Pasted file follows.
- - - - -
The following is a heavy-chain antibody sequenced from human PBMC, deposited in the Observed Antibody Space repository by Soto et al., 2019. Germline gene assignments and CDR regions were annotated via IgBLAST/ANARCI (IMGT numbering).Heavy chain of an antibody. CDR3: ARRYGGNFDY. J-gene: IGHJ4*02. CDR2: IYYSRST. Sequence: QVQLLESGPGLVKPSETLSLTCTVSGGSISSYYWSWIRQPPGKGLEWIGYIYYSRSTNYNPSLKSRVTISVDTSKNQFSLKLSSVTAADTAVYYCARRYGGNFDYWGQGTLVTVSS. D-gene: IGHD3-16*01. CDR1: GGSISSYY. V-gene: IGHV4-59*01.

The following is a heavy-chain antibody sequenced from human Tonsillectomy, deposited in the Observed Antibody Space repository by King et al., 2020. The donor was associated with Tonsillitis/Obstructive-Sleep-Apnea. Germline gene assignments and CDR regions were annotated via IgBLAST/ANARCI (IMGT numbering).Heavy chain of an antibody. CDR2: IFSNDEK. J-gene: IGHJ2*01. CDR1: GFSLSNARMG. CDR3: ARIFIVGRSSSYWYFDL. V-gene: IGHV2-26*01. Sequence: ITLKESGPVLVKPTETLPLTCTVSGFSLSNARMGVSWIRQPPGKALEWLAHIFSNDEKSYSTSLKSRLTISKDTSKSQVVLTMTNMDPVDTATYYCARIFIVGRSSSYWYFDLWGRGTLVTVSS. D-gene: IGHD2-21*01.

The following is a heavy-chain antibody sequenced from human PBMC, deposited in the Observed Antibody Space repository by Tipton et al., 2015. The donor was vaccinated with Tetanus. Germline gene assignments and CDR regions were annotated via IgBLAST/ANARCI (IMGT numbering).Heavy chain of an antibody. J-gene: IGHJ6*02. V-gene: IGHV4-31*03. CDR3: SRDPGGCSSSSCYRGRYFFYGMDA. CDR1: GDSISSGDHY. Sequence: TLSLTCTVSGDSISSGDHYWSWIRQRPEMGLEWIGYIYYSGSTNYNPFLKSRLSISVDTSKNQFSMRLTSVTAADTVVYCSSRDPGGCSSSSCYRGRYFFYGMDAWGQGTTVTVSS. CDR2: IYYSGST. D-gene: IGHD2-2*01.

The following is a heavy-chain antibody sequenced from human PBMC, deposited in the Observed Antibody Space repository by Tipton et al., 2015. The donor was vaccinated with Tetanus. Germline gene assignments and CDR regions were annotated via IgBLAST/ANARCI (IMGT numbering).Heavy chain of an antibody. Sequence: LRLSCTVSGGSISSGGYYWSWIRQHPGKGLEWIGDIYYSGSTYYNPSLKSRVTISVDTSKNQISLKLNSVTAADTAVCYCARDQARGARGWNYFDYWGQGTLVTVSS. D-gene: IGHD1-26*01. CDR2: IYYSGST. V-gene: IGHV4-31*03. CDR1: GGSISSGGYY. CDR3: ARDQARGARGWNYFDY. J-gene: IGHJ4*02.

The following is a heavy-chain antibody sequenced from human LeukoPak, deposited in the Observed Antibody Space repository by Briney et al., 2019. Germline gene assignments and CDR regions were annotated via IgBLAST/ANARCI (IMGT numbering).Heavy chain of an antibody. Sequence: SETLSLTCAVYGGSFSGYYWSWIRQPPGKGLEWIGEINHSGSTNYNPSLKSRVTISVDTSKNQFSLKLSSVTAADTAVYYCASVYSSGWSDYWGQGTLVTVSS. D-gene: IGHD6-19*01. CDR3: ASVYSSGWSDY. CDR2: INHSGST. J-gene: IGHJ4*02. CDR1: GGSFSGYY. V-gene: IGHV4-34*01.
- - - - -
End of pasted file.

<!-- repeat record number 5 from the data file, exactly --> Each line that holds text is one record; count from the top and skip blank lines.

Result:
The following is a heavy-chain antibody sequenced from human LeukoPak, deposited in the Observed Antibody Space repository by Briney et al., 2019. Germline gene assignments and CDR regions were annotated via IgBLAST/ANARCI (IMGT numbering).Heavy chain of an antibody. Sequence: SETLSLTCAVYGGSFSGYYWSWIRQPPGKGLEWIGEINHSGSTNYNPSLKSRVTISVDTSKNQFSLKLSSVTAADTAVYYCASVYSSGWSDYWGQGTLVTVSS. D-gene: IGHD6-19*01. CDR3: ASVYSSGWSDY. CDR2: INHSGST. J-gene: IGHJ4*02. CDR1: GGSFSGYY. V-gene: IGHV4-34*01.